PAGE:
Determining the Companies to Which the Rules Will Apply. This is a more difficult problem than it might seem, irrespective of how a debtor chooses an insolvency regime, because there is no clear definition of what a financial institution is. Of course, if the debtor-selection system were to apply to all companies, and not just financial firms, this would not be an issue. However, the purpose of the debtor-selection system is to address the particular problems associated with financial firms, and in order to provide consistency of result and other benefits for these institutions it is necessary to know in advance whether a particular company is within or outside this special transnational system. Most financial firms are easily identified as such, but mixed firms with both operating and financial arms, such as General Electric, can be difficult to classify. A debtor-selection system solves this problem. In the absence of any accepted definition of a financial company, it would allow debtors to classify themselves so that creditors would know in advance which country’s laws would apply in the event of insolvency. An operating company that has a financial arm would have a choice about whether to participate. If it designates itself as a financial firm for this purpose, its creditors would have greater certainty about how their claims will be treated in the event of its insolvency. Because assets can easily move through a corporate chain, all aspects of a nonbank financial institution, including nonfinancial subsidiaries and departments, should be resolved under the same rules in order to meet the objectives of the debtor-selection system. In the specific case of Lehman, for example, the company filed for bankruptcy when most of its cash assets were in the United States, but if this filing had been made before the cash was in New York, how would the bankruptcy have been handled? Had all of Lehman’s subsidiaries designated different resolution regimes, the territorial system that the debtor-selection system is intended to eliminate would have prevailed. Accordingly, a parent company’s choice of insolvency regime should apply to all of its subsidiaries.
On the other hand, a bank with many subsidiaries presents special problems. Its supervisor may insist that it be resolved in the home country, especially if the bank has insured deposits. The problem gets more complex if the parent bank has branches or subsidiary banks abroad. The rule for subsidiary banks would presumably be the same as for the parent–the home-country supervisor of the subsidiary would control the subsidiary’s resolution–but the rule for a foreign branch might be different. In that case, the branch would be resolved under the rules of the bank’s home country. The treaty could eliminate the sequestering of assets by the host country, known as ring fencing, for branches. Bank holding companies also present an interesting issue. The holding company could choose any jurisdiction for its own resolution, while its subsidiary banks would be resolved under the laws of their home countries. This could present problems if the holding company and bank are financially entangled, but under U.S. law these entanglements are minimized by regulations that limit transactions between holding companies and their subsidiary banks.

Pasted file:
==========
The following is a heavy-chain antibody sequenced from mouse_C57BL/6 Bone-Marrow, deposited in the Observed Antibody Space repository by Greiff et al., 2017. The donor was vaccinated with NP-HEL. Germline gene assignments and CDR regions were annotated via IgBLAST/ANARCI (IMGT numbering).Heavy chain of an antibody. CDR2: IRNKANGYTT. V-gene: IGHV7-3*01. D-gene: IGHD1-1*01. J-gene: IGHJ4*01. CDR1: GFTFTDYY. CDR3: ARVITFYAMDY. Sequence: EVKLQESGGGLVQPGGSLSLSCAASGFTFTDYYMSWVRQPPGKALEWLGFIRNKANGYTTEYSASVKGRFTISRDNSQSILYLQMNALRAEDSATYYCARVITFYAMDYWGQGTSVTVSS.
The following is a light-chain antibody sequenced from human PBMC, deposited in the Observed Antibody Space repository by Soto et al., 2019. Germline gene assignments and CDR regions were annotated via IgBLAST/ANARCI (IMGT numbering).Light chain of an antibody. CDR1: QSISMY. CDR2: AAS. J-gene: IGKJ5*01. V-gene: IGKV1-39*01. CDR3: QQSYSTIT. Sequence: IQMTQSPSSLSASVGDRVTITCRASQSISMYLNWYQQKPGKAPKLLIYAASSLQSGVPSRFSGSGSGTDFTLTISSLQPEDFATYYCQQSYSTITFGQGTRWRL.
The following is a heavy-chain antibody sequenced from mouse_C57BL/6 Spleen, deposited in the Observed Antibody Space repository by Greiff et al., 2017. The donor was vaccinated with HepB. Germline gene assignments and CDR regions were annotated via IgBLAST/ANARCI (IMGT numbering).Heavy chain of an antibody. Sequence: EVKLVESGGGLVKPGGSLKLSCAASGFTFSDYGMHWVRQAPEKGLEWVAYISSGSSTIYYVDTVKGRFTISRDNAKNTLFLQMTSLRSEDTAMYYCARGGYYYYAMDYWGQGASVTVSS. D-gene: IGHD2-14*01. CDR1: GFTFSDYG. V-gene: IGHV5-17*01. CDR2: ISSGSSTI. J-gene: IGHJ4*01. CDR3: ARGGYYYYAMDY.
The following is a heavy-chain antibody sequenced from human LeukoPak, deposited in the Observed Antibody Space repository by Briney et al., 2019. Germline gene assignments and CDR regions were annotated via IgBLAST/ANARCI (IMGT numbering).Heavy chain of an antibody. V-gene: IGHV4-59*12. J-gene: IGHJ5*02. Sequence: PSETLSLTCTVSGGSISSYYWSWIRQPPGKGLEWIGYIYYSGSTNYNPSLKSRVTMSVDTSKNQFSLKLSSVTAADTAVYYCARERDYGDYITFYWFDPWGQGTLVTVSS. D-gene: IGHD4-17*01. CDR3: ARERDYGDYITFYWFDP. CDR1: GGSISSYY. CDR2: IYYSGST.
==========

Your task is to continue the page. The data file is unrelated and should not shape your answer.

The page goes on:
A key question is whether the system should be limited to financial firms that are “systemically important.” There is no need for this limitation. Indeed, no one has any idea when a company is systemically important or what factors might make it so. The implementation of a debtor-selection system would not and should not depend on whether the debtor is deemed systemically important. The system would be available to any firm with significant operations in more than one country. To be sure, firms could attempt to specify regimes that are remote and difficult for their creditors to access, but there is no need to set up rules to prevent this. Creditors should be sophisticated enough to realize that they must be aware of the jurisdiction in which resolution would occur; the additional risk created by declaring a remote jurisdiction should be reflected in the interest rate or other provisions of the financing. Similarly, if a financial institution chooses to change its jurisdiction of resolution, its creditors should have an opportunity to withdraw from the credit relationship if they perceive that the change in venues would increase their risks.